When Carlos Mastrangelo hit his early 50s, he started suffering from a vision problem many people have as they age: he couldn’t focus up close anymore and so, his eye doctor told him, he needed to wear glasses whenever he wanted to read a book.
“I kept asking myself why I am being treated with technology developed by Benjamin Franklin,” Mastrangelo wrote in an email to The Verge. “I don’t live in the 18th century.”
But the most annoying thing was that he had to take those glasses on and off almost constantly throughout the day. If he was driving, he couldn’t have them on while looking at the road, but without them he couldn’t see the GPS screen or the dash panel.
So Mastrangelo, who’s a professor of electrical and computer engineering at the University of Utah, decided to solve the problem for himself. He created a pair of smart glasses.
These glasses, which were displayed at CES last month, are made of liquid lenses that automatically focus on whatever the wearer is looking at — far away or up close. This way, people with Mastrangelo’s eye condition, called presbyopia, wouldn’t have to put them on and take them off all the time.
This is how the smart glasses work: a distance sensor in the bridge of the glasses uses infrared light to calculate the distance between the glasses and an object. The sensor then tells “actuators” to reshape how the liquid lenses are curved.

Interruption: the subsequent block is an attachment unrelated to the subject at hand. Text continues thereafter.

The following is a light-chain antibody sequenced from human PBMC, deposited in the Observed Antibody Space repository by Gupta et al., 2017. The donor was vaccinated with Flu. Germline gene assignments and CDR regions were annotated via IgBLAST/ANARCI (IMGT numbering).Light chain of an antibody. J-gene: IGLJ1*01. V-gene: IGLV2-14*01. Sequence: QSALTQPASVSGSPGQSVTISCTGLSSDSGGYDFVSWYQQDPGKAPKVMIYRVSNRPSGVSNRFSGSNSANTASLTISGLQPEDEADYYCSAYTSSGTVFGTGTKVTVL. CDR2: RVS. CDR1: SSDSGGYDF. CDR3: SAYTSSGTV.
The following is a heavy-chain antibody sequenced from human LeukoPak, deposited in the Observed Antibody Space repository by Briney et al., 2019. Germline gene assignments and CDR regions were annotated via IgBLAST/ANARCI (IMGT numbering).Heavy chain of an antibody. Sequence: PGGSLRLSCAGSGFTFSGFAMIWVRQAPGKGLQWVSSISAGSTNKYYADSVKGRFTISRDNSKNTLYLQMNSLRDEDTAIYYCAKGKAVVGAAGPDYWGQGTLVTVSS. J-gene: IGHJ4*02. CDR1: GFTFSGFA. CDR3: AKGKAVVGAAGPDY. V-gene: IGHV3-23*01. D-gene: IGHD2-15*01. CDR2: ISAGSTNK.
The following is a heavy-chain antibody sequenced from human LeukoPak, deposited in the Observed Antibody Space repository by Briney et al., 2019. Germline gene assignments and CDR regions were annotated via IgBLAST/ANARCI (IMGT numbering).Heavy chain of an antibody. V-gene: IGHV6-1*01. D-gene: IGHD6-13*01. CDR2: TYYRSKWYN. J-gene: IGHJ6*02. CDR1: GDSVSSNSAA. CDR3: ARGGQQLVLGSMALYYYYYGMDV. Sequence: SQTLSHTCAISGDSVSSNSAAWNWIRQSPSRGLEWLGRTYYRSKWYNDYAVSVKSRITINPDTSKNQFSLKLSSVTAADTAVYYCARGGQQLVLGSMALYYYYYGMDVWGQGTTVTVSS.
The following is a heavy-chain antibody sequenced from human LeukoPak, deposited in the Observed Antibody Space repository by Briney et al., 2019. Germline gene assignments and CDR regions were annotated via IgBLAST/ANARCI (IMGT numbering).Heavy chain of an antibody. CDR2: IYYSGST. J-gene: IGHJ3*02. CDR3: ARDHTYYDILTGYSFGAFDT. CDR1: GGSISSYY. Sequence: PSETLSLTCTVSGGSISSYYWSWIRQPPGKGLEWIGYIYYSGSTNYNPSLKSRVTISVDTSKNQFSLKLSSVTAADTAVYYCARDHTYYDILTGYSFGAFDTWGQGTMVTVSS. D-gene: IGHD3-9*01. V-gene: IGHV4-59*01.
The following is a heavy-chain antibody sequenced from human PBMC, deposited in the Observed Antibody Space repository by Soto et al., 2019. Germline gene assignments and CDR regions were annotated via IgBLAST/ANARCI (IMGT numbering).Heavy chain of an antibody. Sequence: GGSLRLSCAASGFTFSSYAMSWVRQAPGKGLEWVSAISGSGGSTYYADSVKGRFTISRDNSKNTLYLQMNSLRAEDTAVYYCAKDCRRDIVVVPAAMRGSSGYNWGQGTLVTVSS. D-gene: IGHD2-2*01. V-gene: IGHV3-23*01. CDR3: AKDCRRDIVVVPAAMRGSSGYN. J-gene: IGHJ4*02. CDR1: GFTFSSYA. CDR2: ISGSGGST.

The curvature of a lens controls the focal length. This happens naturally in the eyes as well. Normally when you’re young, the lenses of your eyes are flexible, so they change their curvature easily, allowing you to focus on objects far away and up close. (As you get old, your eye lens becomes more rigid and that’s why it becomes hard to read a book, for example.)
Changing how the liquid lenses are curved allows the smart glasses to focus on whatever the wearer is looking at. It takes about 14 milliseconds for the glasses to change focus, and the rechargeable battery in the frames lasts more than 24 hours, Mastrangelo says.
“The response was phenomenal,” Mastrangelo says of CES. Research on the smart glasses was published this week in the journal Optics Express.
The current design is bulky, but Mastrangelo and doctoral student Nazmul Hasan are already working “on much lighter, slimmer and stylish and more capable versions of this set.” Those second-generation smart glasses will include eye tracking and a depth camera, so that the lenses can more accurately figure out what the wearer is looking at. All those added features will use more energy, so they must also create a more powerful battery that’s also small enough to fit in a stylish pair of glasses people will actually want to wear.
Mastrangelo thinks the smart glasses will become available in two or three years, and will cost around $500 to $1,000. Despite the high price, Mastrangelo swears by his invention.
“Our smart autofocus eyeglasses can compensate for the focusing loss of the eye so most aging individuals afflicted with far or near sightedness wearing these sets can see sharp images all the time,” he says. “They are worth the price.”
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